McCleland: That was 7 decades ago, and Journal Record reporter Sarah Terry Cobo reports that African Americans are still underrepresented in law firms. Why is that?
Streuli: Well, they really are. The number of African-American associates at law firms nationwide has declined nearly every year since 2009. There was a small increase last year. And less than 2 percent of the partners at law firms are African-American. So one problem for prospective students is there really is a lack of role models and mentors out there.
McCleland: What are the challenges that African Americans face today when they want to go to law school?
Streuli: The single biggest hurdle is the cost. That’s the number one barrier. Even the admissions process can be expensive. Now, some law schools will waive some of those fees if asked, but a lot of people don’t even know to ask for that kind of assistance.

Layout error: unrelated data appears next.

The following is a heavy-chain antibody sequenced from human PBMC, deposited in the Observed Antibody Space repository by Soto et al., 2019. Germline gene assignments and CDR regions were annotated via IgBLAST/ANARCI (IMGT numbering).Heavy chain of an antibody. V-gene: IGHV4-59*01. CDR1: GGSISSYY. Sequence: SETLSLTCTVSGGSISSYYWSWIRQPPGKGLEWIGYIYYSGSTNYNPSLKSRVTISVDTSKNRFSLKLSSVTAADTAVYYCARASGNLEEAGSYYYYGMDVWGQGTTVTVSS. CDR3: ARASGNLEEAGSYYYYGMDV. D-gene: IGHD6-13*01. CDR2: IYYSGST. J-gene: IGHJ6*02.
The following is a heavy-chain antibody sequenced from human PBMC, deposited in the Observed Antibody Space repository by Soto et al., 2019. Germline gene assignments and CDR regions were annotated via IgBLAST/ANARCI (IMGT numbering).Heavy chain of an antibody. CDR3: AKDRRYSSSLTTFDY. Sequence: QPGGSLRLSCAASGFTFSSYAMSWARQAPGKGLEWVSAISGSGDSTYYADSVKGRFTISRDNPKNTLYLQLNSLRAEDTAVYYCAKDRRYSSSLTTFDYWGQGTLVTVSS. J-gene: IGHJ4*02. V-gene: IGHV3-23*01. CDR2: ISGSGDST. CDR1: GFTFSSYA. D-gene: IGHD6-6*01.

McCleland: What are Oklahoma organizations doing to help more African Americans go to law school and succeed when they get there?
Streuli: Some of the law firms, especially the larger ones, provide diversity scholarships to the law schools in Oklahoma. Some are also developing more training internally so that their own attorneys can have a better frame of reference for the challenges that minorities in the profession face. The American Bar Association has scholarships and professional development conferences to help minority students. And some firms also provide mentors directly to the local law students here to encourage students to keep up their grades.